By Rob Price for business insider
Top Silicon Valley investors are betting on a startup that wants to create a vast decentralised library of the world’s images so authorship isn’t lost and artists can get paid.
Mediachain, first announced in January 2016, is using the technology behind digital currency bitcoin — the “blockchain” — to create a massive media database.
A blockchain is a decentralised ledger shared between its users, recording transactions — or just about anything else.
Mediachain is using it to create a database that records the original author of various works. Save your photo, or song, or video, to the Mediachain blockchain, and your authorship of it is recorded forever. (Or, until the blockchain is forgotten about.)
“The internet is blind,” cofounder Denis Nazarov said in a press release. “Every day billions of images, songs, videos, and written works are shared online, but they quickly lose connection to their creator or any information about them as they are reposted. What if all data about media was completely open and decentralized, and developers could utilize the technology behind Shazam or Google Image Search to easily retrieve it? We’d know who made what, its history, or even how to pay the creator, in a completely decentralized, programmable way.”
There have already been 2 million photos registered to Mediachain, the company says, with partners including Getty Images and The Museum of Modern Art (MoMA).
The company is now turning to outside investment to bolster its efforts. On Wednesday, it announced a $1.5 million (£1 million) venture capital seed round. Lead investors are VC firms Andreessen Horowitz (a16z) and Union Square Ventures (USV) — with other investors including RRE Ventures and Reddit cofounder Alexis Ohanian.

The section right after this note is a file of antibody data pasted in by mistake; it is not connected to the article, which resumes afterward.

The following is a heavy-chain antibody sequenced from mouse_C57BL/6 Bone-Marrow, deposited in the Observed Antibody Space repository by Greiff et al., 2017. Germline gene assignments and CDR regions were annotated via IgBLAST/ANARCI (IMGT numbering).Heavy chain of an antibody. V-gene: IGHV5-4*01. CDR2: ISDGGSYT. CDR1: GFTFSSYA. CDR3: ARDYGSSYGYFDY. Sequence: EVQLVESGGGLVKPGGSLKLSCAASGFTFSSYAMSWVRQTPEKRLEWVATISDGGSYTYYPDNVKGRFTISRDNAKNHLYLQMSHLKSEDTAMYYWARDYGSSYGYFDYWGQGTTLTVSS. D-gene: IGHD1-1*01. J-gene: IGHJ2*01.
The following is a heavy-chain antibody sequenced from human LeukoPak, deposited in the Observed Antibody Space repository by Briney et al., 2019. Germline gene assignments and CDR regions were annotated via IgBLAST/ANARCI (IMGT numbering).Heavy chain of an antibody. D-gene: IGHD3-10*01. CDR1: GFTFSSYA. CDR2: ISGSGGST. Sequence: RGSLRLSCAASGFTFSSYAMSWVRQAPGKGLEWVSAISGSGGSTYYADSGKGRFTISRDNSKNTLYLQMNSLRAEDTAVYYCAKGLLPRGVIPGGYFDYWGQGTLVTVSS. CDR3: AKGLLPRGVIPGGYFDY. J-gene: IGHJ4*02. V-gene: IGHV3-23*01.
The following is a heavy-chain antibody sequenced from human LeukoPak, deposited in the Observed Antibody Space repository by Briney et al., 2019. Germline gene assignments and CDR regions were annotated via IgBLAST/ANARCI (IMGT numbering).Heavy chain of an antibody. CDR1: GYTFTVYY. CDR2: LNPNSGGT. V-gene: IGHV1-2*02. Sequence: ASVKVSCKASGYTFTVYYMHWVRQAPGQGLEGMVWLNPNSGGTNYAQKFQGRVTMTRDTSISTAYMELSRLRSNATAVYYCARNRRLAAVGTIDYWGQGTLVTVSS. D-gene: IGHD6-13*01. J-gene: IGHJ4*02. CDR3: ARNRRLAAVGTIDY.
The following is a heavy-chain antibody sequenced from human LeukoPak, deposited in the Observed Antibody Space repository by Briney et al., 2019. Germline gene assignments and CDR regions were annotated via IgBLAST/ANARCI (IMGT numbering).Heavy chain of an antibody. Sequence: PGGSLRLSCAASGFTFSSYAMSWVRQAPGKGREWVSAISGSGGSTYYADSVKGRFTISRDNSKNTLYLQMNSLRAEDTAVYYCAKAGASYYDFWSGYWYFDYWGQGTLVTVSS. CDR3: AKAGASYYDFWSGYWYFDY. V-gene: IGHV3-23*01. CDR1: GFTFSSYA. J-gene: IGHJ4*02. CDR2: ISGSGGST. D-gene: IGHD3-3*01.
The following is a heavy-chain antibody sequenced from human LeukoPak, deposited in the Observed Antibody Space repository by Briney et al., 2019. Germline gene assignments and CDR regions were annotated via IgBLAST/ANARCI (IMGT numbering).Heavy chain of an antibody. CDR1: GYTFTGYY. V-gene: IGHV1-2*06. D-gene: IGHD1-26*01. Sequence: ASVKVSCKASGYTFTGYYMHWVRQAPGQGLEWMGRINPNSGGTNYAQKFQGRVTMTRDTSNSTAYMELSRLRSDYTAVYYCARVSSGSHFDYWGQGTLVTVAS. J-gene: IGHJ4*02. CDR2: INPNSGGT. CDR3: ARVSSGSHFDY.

A16z and USV aren’t strangers to this kind of investments. The two firms have previously jointly funded OpenBazaar, a decentralised online marketplace where users can sell literally everything, giving $1 million (£690,000) to OB1, a company led by the project’s developers.
Announcing the investment, Mediachain summed up its longterm vision in a blog post: “What if the information about all media ever created was completely open, and you could instantly know everything about whatever you were viewing, watching, reading, or listening to — who made it, what it was, where it originated — regardless of how you came across it?”
The company says it is currently working toward an alpha release of its product
First appeared at Business Insider